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Morocco’s Little Palestine

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    Posted: 20 February 2007 at 4:55am
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Morocco, Polisario at odds over autonomy plan
Morocco released a draft plan to give the Western Sahara autonomy
within the Moroccan state. However, the Polisario Front has rejected the
plan, and insists on a popular referendum for self-determination.
By Adel Dekkaki for Magharebia in Washington -- 16/02/07

Getty Images] Moroccan King Mohammed VI during a 2006 visit to city of
El Ayoun, the capital of Western Sahara. The Polisario has rejected
Morocco's autonomy proposal.
Morocco approved last month the first draft of a plan for autonomy for
the Western Sahara -- a territory under dispute by the Rabat government
and the Polisario Front since 1975. The government announced it was
holding a series of meetings to discuss the proposal with Moroccan
political parties before completing the final draft, which is expected to be
submitted to the UN in April.

The proposal consists of giving the Western Sahara region autonomy
within Moroccan sovereignty. "We believe that the solution to this issue
consists of giving the Sahrawis … what we have always demanded, which
is to run our own affairs within Moroccan sovereignty, because there are
commercial, historical and family ties binding us to the Moroccan nation.
Therefore, separation was not an option," Khali Henna Ould Errachid,
chairman of the Royal Consultative Council for Sahara Affairs (CORCAS),

Algerian Foreign Minister Mohammed Bedjaoui, whose country hosts
Sahrawi refugees in Tindouf, said that the sole option for resolving the
dispute between Morocco and the Polisario Front is to hold a popular
referendum on self-determination for the Sahara.

Polisario Foreign Minister Mohammed Ould Salek described the proposal
for autonomy within the framework of Moroccan sovereignty as an
"unacceptable solution" that takes away the Sahrawi people’s right to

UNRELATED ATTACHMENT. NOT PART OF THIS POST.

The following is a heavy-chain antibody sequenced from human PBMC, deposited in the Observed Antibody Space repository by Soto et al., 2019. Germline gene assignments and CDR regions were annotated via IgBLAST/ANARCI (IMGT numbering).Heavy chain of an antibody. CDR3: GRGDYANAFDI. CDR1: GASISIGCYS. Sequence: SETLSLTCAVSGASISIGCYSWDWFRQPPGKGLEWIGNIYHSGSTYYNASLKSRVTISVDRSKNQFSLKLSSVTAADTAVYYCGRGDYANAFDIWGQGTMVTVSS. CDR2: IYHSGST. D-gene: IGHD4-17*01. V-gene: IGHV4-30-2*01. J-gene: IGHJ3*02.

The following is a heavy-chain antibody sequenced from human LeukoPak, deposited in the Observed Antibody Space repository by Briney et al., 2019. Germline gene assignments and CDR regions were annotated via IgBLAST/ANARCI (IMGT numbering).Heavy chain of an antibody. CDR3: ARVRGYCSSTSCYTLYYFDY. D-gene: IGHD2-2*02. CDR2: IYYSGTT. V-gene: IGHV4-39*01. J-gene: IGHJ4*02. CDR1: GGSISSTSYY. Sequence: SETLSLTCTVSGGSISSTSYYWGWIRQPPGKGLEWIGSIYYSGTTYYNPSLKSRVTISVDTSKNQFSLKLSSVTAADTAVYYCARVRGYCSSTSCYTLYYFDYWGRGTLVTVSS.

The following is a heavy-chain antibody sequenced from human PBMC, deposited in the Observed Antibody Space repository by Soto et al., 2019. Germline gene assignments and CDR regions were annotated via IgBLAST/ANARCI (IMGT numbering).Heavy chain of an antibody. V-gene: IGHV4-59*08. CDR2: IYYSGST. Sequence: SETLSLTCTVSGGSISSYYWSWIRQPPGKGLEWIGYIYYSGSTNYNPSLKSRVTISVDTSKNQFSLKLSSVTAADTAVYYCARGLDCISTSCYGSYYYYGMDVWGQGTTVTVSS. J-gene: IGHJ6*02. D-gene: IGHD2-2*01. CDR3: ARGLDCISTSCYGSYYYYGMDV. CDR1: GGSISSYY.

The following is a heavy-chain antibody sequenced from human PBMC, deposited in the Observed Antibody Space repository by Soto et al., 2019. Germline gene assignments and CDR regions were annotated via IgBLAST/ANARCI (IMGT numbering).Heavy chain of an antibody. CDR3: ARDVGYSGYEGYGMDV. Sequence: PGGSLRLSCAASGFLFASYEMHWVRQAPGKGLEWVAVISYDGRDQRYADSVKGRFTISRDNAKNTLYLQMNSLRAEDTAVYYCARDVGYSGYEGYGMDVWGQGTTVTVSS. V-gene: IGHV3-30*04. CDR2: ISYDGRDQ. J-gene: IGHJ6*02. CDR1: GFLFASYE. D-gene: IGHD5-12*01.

self-determination. Ould Salek accused Morocco of trying to dodge prior
agreements pertaining to the Sahara issue, particularly the Huston
Accords and the settlement plan ratified by the UN in 1991. "Morocco is
taking steps backward and doesn’t want to proceed to the referendum.
The Polisario Front regards the referendum as the only, possible solution,
and there is no alternative to self-determination [for] the Sahrawi people,"
he said.

Ould Errachid said that the current deadlock in talks between Morocco
and the Polisario Front cannot be allowed to continue. He says the matter
is unacceptable "because with it comes the suffering of our brethren in
the Tindouf camps on Algerian soil. Autonomy allows residents of the
region to run their affairs themselves politically, economically, socially
and culturally. This is a high degree of self-determination, a high degree
of respect for international law and a high degree of democratic practice
in bestowing the rights of minorities and attaching them to the political
entity which is Morocco."

Morocco claims that the Polisario Front does not represent the majority of
Sahrawis and is thus unable to speak on their behalf. On the other hand,
the Polisario say they are a legitimate movement and claim that CORCAS
does not represent Sahrawis. "If Moroccans consider the Sahara part of
Morocco, and if Sahrawis are Moroccans, we don’t know and we don’t
understand why the Moroccans are afraid of holding the referendum,"
Ould Salek said.

The Moroccan government is to submit the final draft of the proposal for
autonomy of the Western Sahara within the framework of Moroccan
sovereignty to the UN next April, as the MINURSO mission to the Western
Sahara is expected to end on April 30th.

In its last resolution on the Sahara, the UN Security Council called on the
parties to the conflict to come to a mutually agreed political solution
through negotiations. It further called on the Moroccan government and
the Polisario Front to return to the negotiating table without any prior
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